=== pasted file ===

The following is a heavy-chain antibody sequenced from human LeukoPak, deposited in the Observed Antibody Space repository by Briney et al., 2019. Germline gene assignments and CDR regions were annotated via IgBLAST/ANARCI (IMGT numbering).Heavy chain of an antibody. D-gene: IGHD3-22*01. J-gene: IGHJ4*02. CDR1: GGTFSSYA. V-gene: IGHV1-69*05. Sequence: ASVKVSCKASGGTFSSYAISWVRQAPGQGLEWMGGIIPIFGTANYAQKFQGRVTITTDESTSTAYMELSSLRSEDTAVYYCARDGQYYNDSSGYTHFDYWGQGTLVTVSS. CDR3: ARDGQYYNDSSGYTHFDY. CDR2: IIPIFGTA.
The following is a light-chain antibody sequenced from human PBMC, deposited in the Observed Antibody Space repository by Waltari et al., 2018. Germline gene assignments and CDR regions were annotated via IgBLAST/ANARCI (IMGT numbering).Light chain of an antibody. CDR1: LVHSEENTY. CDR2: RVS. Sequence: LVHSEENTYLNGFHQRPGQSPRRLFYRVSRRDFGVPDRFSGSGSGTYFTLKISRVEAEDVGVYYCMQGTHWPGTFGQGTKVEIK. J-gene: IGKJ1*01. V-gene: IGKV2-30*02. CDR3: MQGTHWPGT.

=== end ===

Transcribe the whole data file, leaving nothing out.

The following is a heavy-chain antibody sequenced from human LeukoPak, deposited in the Observed Antibody Space repository by Briney et al., 2019. Germline gene assignments and CDR regions were annotated via IgBLAST/ANARCI (IMGT numbering).Heavy chain of an antibody. D-gene: IGHD3-22*01. J-gene: IGHJ4*02. CDR1: GGTFSSYA. V-gene: IGHV1-69*05. Sequence: ASVKVSCKASGGTFSSYAISWVRQAPGQGLEWMGGIIPIFGTANYAQKFQGRVTITTDESTSTAYMELSSLRSEDTAVYYCARDGQYYNDSSGYTHFDYWGQGTLVTVSS. CDR3: ARDGQYYNDSSGYTHFDY. CDR2: IIPIFGTA.
The following is a light-chain antibody sequenced from human PBMC, deposited in the Observed Antibody Space repository by Waltari et al., 2018. Germline gene assignments and CDR regions were annotated via IgBLAST/ANARCI (IMGT numbering).Light chain of an antibody. CDR1: LVHSEENTY. CDR2: RVS. Sequence: LVHSEENTYLNGFHQRPGQSPRRLFYRVSRRDFGVPDRFSGSGSGTYFTLKISRVEAEDVGVYYCMQGTHWPGTFGQGTKVEIK. J-gene: IGKJ1*01. V-gene: IGKV2-30*02. CDR3: MQGTHWPGT.